Operator says government should consider conducting incentive auction to reassign fixed wireless frequencies.
Vodafone Hutchison Australia (VHA) warned on Monday that state-owned broadband wholesaler NBN Co currently holds spectrum that could prove vitally important for future 5G services.
Frequencies in the 3.4 GHz-3.7 GHz bands were allocated to NBN for the fixed wireless portion of its network rollout, before the World Radiocommunication Conference 2015 (WRC-15) agreed that they should be made available for mobile broadband technologies, including 5G, on a global basis.
"Spectrum bands which do not have a clear use at one time can rapidly evolve to be prime candidates or even the only possible solution for major technology evolutions which could bring substantially higher economic benefits to Australia," said VHA, in a submission to the Joint Standing Committee’s inquiry into the NBN rollout.
The operator said there needs to be a serious examination into alternative options for NBN and the costs and benefits of each.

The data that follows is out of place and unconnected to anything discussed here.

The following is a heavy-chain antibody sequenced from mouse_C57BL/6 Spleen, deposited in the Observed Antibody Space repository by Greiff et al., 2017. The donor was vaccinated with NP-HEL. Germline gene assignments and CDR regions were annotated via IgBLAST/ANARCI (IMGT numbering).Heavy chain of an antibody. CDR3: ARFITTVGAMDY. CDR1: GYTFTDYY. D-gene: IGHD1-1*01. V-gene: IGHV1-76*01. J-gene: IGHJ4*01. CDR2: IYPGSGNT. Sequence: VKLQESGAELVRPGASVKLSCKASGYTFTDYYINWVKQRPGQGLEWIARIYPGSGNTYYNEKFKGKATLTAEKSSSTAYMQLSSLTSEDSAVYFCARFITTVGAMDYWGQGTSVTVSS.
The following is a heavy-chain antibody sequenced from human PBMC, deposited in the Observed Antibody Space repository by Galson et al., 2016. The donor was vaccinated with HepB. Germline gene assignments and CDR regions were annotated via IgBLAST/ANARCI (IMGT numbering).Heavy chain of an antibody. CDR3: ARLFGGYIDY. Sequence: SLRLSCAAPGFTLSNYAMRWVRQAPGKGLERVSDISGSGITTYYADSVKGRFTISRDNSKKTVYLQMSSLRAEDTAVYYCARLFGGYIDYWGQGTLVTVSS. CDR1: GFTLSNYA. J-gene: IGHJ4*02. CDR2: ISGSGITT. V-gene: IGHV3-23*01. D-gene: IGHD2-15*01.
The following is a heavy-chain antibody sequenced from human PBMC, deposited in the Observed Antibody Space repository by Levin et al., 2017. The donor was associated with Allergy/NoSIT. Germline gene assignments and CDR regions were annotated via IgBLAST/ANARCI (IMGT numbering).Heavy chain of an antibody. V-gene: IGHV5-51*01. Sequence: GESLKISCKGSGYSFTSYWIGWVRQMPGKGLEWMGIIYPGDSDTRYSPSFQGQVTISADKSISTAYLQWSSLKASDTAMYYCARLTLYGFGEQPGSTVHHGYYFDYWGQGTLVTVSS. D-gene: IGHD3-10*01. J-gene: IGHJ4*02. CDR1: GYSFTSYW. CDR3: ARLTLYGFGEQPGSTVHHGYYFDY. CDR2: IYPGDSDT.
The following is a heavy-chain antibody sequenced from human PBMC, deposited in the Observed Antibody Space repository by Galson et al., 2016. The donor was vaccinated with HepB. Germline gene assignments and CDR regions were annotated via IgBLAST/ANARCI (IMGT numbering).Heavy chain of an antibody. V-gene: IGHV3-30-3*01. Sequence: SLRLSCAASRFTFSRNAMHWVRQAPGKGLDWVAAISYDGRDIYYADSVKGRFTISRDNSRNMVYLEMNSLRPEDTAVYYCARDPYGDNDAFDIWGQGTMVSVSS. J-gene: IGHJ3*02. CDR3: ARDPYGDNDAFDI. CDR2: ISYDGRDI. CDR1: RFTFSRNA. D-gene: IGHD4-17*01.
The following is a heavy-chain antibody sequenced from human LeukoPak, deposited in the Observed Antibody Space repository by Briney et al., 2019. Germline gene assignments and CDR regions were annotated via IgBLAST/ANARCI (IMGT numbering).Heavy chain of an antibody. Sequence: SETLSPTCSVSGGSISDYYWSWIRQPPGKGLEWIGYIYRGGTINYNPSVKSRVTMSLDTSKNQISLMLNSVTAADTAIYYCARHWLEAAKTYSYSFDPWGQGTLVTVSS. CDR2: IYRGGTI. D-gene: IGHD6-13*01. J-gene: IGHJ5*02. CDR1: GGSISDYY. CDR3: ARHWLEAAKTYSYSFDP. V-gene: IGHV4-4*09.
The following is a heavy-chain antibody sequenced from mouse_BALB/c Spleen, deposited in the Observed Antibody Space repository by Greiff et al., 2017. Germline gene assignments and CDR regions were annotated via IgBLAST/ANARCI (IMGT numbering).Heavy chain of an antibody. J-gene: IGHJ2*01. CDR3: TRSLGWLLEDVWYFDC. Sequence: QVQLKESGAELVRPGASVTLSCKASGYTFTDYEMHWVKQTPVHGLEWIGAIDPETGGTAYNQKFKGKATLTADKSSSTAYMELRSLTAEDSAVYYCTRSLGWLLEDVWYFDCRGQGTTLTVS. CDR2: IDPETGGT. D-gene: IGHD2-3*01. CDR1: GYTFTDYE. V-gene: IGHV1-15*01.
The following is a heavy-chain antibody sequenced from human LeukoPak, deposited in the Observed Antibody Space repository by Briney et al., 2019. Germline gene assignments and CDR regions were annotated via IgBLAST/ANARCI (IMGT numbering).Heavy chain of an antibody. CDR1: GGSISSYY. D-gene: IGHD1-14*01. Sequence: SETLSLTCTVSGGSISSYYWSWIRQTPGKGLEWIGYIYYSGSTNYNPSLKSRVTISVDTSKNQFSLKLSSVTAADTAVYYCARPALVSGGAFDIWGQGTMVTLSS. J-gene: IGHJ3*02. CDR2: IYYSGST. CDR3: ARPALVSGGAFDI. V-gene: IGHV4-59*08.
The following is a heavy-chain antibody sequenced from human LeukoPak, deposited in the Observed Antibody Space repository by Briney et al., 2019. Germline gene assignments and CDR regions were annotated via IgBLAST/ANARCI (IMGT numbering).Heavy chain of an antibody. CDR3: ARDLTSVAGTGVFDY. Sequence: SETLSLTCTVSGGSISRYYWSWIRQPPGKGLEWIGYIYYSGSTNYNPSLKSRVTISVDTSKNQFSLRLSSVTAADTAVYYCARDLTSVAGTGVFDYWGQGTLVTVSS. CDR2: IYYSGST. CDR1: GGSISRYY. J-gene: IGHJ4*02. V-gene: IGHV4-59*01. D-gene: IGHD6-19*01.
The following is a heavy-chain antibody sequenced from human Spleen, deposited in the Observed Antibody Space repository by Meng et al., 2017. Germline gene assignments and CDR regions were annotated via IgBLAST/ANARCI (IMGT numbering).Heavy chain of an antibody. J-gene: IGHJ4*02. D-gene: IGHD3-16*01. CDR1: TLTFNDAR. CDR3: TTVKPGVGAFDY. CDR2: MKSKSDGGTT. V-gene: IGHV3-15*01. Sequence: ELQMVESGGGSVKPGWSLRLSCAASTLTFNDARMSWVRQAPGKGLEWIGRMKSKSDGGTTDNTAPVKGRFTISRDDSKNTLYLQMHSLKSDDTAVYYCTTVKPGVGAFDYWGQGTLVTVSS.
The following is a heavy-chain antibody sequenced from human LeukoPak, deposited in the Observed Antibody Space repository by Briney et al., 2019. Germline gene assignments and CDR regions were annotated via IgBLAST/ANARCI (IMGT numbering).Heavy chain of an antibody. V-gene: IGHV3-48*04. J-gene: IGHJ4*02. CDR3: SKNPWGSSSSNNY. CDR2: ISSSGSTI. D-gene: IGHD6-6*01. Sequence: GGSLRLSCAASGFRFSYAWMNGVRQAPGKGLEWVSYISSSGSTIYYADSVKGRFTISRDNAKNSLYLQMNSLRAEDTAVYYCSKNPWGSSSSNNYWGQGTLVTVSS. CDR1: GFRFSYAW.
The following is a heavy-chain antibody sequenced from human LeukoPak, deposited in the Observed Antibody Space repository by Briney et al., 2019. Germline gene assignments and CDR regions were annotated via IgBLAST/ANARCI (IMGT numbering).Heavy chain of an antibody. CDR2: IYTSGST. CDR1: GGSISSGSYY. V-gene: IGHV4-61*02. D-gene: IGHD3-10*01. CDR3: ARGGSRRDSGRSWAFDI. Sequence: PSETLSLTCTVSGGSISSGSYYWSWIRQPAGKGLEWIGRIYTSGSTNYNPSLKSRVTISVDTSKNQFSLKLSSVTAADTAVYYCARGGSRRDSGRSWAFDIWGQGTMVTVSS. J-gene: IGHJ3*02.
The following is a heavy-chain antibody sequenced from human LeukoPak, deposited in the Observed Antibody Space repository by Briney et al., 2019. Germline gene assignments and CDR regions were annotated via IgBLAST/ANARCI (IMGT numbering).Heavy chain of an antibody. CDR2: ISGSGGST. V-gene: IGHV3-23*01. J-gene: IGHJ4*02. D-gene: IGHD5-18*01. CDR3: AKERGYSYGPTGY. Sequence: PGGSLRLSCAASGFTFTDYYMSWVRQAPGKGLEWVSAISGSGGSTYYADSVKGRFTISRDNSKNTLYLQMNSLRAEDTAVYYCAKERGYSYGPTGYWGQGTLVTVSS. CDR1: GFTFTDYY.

One solution proffered by VHA is holding an incentive auction, like the one recently conducted in the U.S., which saw TV broadcasters sell their 600-MHz spectrum so it could be re-auctioned to telcos.
The two-stage process consisted of a reverse auction, which saw broadcasters effectively set a price at which they were willing to sell their frequencies, and a forward auction, where telcos bid for them.
While both stages of the incentive auction have now been completed successfully, one issue that emerged was that the price set by the broadcasters was far higher than the price that telcos were willing to pay. This prompted the Federal Communications Commission (FCC) to conduct further rounds of the reverse auction, which lowered the price, but also reduced the volume of spectrum available in the forward auction.
The process raised US$19.63 billion (€18.49 billion) in total.
VHA pointed out that the amount of money that could be generated by re-allocating NBN’s 3.4-GHz-3.7-GHz spectrum via an incentive auction would more than offset the extra costs of switching to different frequencies or adopting a different broadband technology altogether.
"The costs of any such transition are likely to be minimised the earlier the problem is seriously considered," VHA said. "Establishing a clear process for examining these issues on their merits should be seriously considered."